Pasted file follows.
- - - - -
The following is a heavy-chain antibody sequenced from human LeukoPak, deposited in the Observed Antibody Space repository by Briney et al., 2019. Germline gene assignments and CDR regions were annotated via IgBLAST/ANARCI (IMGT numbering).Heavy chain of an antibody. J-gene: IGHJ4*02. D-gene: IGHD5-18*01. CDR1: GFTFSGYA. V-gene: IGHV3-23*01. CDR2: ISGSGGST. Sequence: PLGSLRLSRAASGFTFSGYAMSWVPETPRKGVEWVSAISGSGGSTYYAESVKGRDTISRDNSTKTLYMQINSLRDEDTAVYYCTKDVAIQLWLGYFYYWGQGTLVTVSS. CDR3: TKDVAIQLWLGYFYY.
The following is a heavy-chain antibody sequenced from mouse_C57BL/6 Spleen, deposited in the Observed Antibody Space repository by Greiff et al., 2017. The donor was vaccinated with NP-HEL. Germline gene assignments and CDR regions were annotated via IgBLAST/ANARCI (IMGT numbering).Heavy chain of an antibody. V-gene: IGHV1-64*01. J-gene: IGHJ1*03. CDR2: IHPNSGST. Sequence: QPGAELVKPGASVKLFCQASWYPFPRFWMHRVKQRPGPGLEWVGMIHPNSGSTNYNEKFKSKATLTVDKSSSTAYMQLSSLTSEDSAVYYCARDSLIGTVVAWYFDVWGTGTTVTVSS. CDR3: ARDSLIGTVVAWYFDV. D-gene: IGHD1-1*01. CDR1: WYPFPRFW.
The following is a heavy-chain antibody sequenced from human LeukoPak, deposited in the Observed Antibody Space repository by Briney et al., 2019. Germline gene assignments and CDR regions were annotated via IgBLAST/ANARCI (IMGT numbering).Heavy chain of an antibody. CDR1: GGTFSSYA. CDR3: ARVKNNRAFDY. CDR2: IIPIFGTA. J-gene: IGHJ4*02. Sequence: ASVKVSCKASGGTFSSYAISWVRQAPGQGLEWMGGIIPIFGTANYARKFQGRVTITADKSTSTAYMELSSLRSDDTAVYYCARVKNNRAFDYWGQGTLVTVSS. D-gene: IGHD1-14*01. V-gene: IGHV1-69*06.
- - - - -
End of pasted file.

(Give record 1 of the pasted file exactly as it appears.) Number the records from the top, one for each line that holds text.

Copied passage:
The following is a heavy-chain antibody sequenced from human LeukoPak, deposited in the Observed Antibody Space repository by Briney et al., 2019. Germline gene assignments and CDR regions were annotated via IgBLAST/ANARCI (IMGT numbering).Heavy chain of an antibody. J-gene: IGHJ4*02. D-gene: IGHD5-18*01. CDR1: GFTFSGYA. V-gene: IGHV3-23*01. CDR2: ISGSGGST. Sequence: PLGSLRLSRAASGFTFSGYAMSWVPETPRKGVEWVSAISGSGGSTYYAESVKGRDTISRDNSTKTLYMQINSLRDEDTAVYYCTKDVAIQLWLGYFYYWGQGTLVTVSS. CDR3: TKDVAIQLWLGYFYY.